I have taken a pay cut every year since I became a teacher in 2006 due to the rising cost of insurance. I still pay through the nose for every physician visit due to ever rising deductibles. I am ready for some relief or at least to get some value for the 20% of my salary that I fork over every year.

    Reply
  5. Rene Rodgers

    I am considering moving out of the education field. I love my job and feel that I am impacting children and families, however, it’s time to think about my family. I can’t afford to pay $1000 a month on insurance. TRS needs to provide relief to employees who cover the family.

    Reply
  6. Ann

    While insurance employee costs have risen 93% over the last decade, teachers in Texas have seen a 250% increase? Sickening. I’ve always been amused to hear we are getting a 3% raise and then see my insurance rate double. How was that a raise, exactly?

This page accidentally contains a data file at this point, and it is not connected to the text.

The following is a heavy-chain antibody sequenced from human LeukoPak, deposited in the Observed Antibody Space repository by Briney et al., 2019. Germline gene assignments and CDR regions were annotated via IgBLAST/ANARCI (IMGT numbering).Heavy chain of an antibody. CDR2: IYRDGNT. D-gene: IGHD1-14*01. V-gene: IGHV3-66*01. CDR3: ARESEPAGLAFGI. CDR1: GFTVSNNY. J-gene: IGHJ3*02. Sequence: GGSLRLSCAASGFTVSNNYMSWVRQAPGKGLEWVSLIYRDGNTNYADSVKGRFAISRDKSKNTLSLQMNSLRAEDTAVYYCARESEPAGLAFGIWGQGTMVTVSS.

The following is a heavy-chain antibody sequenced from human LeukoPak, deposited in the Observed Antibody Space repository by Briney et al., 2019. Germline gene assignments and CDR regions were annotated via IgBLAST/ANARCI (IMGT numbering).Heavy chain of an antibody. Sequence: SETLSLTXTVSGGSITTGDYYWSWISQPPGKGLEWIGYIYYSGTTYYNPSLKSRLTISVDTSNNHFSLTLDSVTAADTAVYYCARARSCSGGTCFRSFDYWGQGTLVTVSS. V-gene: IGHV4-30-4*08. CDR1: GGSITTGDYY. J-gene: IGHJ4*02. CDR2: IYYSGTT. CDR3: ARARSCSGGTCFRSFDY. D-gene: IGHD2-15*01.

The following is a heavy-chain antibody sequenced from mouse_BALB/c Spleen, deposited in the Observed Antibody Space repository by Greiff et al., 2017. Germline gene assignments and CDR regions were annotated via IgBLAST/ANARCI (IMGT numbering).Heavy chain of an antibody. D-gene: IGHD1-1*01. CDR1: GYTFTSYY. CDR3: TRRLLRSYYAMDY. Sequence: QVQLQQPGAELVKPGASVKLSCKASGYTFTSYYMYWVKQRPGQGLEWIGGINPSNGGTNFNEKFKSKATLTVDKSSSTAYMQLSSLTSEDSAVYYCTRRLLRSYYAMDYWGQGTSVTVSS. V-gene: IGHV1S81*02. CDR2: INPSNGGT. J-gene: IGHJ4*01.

Reply
    1. Rebecca huddle

      Isn’t that the truth! Our own Texas Representative Kevin Brady has contributed to our woes through his support of limits to retirement collection of spousal #SS claims. He supported the teachers union needs up North in 2004 when this was arbitrarily forced on Texas teachers! (No allowed to be unionize)
      Thanks to this policy, other professionals legally are entitled to the monies paid in for their spouse (double/triple dip). Thanks Kevin!!

      Reply
      1. Josh Sanderson

        Rebecca: